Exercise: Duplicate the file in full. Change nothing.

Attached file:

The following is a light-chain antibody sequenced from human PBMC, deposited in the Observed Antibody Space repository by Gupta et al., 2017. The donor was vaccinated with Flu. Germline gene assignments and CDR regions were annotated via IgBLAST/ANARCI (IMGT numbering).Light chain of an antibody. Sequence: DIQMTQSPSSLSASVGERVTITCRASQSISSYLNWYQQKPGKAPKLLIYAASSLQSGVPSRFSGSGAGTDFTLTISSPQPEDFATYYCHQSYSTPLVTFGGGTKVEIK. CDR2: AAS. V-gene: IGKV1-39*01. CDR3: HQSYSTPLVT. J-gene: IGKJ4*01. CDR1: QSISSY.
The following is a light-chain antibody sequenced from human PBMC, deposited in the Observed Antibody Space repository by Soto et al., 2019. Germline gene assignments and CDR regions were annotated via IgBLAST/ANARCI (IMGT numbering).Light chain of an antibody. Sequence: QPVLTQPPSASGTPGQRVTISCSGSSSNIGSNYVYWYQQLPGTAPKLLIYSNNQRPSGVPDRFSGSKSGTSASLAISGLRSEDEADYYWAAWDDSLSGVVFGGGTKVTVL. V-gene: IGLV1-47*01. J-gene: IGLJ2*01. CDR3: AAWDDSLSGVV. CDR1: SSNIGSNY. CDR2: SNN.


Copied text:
The following is a light-chain antibody sequenced from human PBMC, deposited in the Observed Antibody Space repository by Gupta et al., 2017. The donor was vaccinated with Flu. Germline gene assignments and CDR regions were annotated via IgBLAST/ANARCI (IMGT numbering).Light chain of an antibody. Sequence: DIQMTQSPSSLSASVGERVTITCRASQSISSYLNWYQQKPGKAPKLLIYAASSLQSGVPSRFSGSGAGTDFTLTISSPQPEDFATYYCHQSYSTPLVTFGGGTKVEIK. CDR2: AAS. V-gene: IGKV1-39*01. CDR3: HQSYSTPLVT. J-gene: IGKJ4*01. CDR1: QSISSY.
The following is a light-chain antibody sequenced from human PBMC, deposited in the Observed Antibody Space repository by Soto et al., 2019. Germline gene assignments and CDR regions were annotated via IgBLAST/ANARCI (IMGT numbering).Light chain of an antibody. Sequence: QPVLTQPPSASGTPGQRVTISCSGSSSNIGSNYVYWYQQLPGTAPKLLIYSNNQRPSGVPDRFSGSKSGTSASLAISGLRSEDEADYYWAAWDDSLSGVVFGGGTKVTVL. V-gene: IGLV1-47*01. J-gene: IGLJ2*01. CDR3: AAWDDSLSGVV. CDR1: SSNIGSNY. CDR2: SNN.